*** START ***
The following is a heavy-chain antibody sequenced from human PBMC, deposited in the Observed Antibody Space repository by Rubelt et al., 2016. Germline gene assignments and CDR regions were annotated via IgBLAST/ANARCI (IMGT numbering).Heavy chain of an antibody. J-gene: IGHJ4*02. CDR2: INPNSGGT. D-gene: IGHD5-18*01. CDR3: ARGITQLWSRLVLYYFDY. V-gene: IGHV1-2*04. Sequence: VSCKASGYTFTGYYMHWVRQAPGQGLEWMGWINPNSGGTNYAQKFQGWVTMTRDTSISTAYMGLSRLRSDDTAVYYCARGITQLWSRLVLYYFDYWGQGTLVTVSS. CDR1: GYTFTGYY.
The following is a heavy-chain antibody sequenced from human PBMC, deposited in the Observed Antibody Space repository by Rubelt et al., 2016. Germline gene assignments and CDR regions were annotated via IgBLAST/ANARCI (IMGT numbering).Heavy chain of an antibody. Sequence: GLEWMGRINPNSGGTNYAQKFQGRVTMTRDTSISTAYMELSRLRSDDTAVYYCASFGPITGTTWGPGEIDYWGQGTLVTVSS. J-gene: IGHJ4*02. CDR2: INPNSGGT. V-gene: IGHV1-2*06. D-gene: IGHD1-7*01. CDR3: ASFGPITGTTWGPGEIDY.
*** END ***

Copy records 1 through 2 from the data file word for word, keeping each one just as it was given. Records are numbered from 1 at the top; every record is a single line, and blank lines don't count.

The following is a heavy-chain antibody sequenced from human PBMC, deposited in the Observed Antibody Space repository by Rubelt et al., 2016. Germline gene assignments and CDR regions were annotated via IgBLAST/ANARCI (IMGT numbering).Heavy chain of an antibody. J-gene: IGHJ4*02. CDR2: INPNSGGT. D-gene: IGHD5-18*01. CDR3: ARGITQLWSRLVLYYFDY. V-gene: IGHV1-2*04. Sequence: VSCKASGYTFTGYYMHWVRQAPGQGLEWMGWINPNSGGTNYAQKFQGWVTMTRDTSISTAYMGLSRLRSDDTAVYYCARGITQLWSRLVLYYFDYWGQGTLVTVSS. CDR1: GYTFTGYY.
The following is a heavy-chain antibody sequenced from human PBMC, deposited in the Observed Antibody Space repository by Rubelt et al., 2016. Germline gene assignments and CDR regions were annotated via IgBLAST/ANARCI (IMGT numbering).Heavy chain of an antibody. Sequence: GLEWMGRINPNSGGTNYAQKFQGRVTMTRDTSISTAYMELSRLRSDDTAVYYCASFGPITGTTWGPGEIDYWGQGTLVTVSS. J-gene: IGHJ4*02. CDR2: INPNSGGT. V-gene: IGHV1-2*06. D-gene: IGHD1-7*01. CDR3: ASFGPITGTTWGPGEIDY.